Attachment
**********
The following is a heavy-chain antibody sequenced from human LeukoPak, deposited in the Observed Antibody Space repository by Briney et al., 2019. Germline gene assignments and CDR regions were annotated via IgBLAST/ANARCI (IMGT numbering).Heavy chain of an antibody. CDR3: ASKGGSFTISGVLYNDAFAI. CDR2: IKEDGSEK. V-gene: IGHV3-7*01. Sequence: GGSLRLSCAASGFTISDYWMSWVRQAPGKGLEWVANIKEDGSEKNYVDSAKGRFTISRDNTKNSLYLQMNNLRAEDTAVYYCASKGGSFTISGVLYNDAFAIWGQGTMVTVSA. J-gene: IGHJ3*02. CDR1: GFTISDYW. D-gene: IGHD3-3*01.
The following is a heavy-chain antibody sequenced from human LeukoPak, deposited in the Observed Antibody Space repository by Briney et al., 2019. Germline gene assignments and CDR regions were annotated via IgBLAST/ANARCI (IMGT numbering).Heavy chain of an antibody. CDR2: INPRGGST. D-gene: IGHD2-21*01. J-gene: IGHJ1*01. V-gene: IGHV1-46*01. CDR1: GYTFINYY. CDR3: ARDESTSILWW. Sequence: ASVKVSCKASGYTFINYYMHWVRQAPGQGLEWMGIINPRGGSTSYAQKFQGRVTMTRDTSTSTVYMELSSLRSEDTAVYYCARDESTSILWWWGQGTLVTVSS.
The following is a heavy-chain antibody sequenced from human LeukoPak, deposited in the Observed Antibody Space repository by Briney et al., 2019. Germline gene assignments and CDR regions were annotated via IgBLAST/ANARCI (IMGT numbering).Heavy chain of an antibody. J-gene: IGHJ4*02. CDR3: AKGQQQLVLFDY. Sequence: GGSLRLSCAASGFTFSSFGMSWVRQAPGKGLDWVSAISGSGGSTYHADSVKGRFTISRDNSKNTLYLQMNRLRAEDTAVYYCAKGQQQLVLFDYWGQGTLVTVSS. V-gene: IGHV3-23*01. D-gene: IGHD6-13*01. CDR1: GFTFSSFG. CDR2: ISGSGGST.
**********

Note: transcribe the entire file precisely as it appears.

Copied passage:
The following is a heavy-chain antibody sequenced from human LeukoPak, deposited in the Observed Antibody Space repository by Briney et al., 2019. Germline gene assignments and CDR regions were annotated via IgBLAST/ANARCI (IMGT numbering).Heavy chain of an antibody. CDR3: ASKGGSFTISGVLYNDAFAI. CDR2: IKEDGSEK. V-gene: IGHV3-7*01. Sequence: GGSLRLSCAASGFTISDYWMSWVRQAPGKGLEWVANIKEDGSEKNYVDSAKGRFTISRDNTKNSLYLQMNNLRAEDTAVYYCASKGGSFTISGVLYNDAFAIWGQGTMVTVSA. J-gene: IGHJ3*02. CDR1: GFTISDYW. D-gene: IGHD3-3*01.
The following is a heavy-chain antibody sequenced from human LeukoPak, deposited in the Observed Antibody Space repository by Briney et al., 2019. Germline gene assignments and CDR regions were annotated via IgBLAST/ANARCI (IMGT numbering).Heavy chain of an antibody. CDR2: INPRGGST. D-gene: IGHD2-21*01. J-gene: IGHJ1*01. V-gene: IGHV1-46*01. CDR1: GYTFINYY. CDR3: ARDESTSILWW. Sequence: ASVKVSCKASGYTFINYYMHWVRQAPGQGLEWMGIINPRGGSTSYAQKFQGRVTMTRDTSTSTVYMELSSLRSEDTAVYYCARDESTSILWWWGQGTLVTVSS.
The following is a heavy-chain antibody sequenced from human LeukoPak, deposited in the Observed Antibody Space repository by Briney et al., 2019. Germline gene assignments and CDR regions were annotated via IgBLAST/ANARCI (IMGT numbering).Heavy chain of an antibody. J-gene: IGHJ4*02. CDR3: AKGQQQLVLFDY. Sequence: GGSLRLSCAASGFTFSSFGMSWVRQAPGKGLDWVSAISGSGGSTYHADSVKGRFTISRDNSKNTLYLQMNRLRAEDTAVYYCAKGQQQLVLFDYWGQGTLVTVSS. V-gene: IGHV3-23*01. D-gene: IGHD6-13*01. CDR1: GFTFSSFG. CDR2: ISGSGGST.